• conservation laryngeal surgery;
  • radiation failure;
  • glottic cancer;
  • squamous carcinoma of the head and neck;
  • salvage surgery



Total laryngectomy is the standard of care for surgical salvage of radiation failure in laryngeal cancer. However, the role of conservation laryngeal surgery in this setting remains unclear. The objective was to compare the efficacy of conservation versus total laryngectomy for salvage of radiation failure in patients who initially presented with T1 or T2 squamous cancer of the larynx.


A 21-year retrospective analysis of patients who received surgery at a single comprehensive cancer center after definitive radiation therapy is reported. At recurrence, the patients were reevaluated and then underwent a total laryngectomy or, if possible, a conservation laryngeal procedure. The charts of 105 patients who failed radiation treatment for primary laryngeal cancer and who subsequently underwent surgical salvage were reviewed for this study. Eighty-nine were male (84.8%). The mean age was 60.3 years. The median follow-up time after surgery was 69.4 months. Most patients with recurrence after radiotherapy required total laryngectomy (69.5%; 73/105). Conservation laryngeal surgery was performed for 32 patients (31.5%). Concomitant neck dissections were performed on 45 patients (45.5%).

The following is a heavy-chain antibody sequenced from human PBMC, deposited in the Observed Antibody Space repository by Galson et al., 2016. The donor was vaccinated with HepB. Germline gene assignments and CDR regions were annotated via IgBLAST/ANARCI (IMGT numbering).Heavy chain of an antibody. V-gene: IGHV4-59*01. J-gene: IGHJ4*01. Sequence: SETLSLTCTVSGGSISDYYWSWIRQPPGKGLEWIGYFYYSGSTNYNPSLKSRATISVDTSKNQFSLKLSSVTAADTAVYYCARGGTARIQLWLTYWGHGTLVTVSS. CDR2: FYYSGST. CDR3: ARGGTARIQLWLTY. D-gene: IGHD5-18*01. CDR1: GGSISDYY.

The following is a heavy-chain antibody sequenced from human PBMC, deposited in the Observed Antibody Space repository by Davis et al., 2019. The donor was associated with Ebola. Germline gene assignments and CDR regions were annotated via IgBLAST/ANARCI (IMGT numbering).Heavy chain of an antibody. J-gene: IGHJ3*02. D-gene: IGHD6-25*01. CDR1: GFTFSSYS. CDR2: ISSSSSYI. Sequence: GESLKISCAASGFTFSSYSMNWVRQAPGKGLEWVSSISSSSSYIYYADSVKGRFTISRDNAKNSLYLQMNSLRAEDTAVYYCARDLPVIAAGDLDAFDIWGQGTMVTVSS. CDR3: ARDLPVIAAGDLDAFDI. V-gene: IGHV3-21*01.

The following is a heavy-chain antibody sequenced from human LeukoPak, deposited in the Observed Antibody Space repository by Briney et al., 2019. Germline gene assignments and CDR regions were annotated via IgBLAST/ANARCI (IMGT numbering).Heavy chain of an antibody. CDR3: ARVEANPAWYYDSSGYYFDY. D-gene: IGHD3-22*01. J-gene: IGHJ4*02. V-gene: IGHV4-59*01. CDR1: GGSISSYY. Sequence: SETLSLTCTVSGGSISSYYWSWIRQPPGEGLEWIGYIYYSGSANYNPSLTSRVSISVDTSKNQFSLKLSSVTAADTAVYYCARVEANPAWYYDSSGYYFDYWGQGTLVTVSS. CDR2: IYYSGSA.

In 14 patients, local or regional recurrence developed after salvage surgery: 9 patients after total laryngectomy (12.3%; 9/73), and 5 patients (15.6%; 5/32) after conservation laryngeal surgery. This difference was not statistically significant, nor was there a difference in disease-free interval for the two procedures (p = .634, by log-rank test). Distant metastasis developed in 13 patients. Most developed in the setting of local and/or regional recurrence, but distant metastasis occurred as the only site of failure in 6 of the patients who had undergone total laryngectomy but in 1 of the conservation surgery patients treated for a supraglottic laryngeal cancer. The overall mortality for patients who underwent total laryngectomy was also higher: 73.74% (54/73) versus 59.4% (19/32) for patients who underwent a conservation approach (p = .011 by log-rank test).


Although conservation laryngeal surgery was possible in a few patients with local failure after radiotherapy, conservation laryngeal surgery is an oncologically sound alternative to total laryngectomy for these patients. © 2006 Wiley Periodicals, Inc. Head Neck, 2006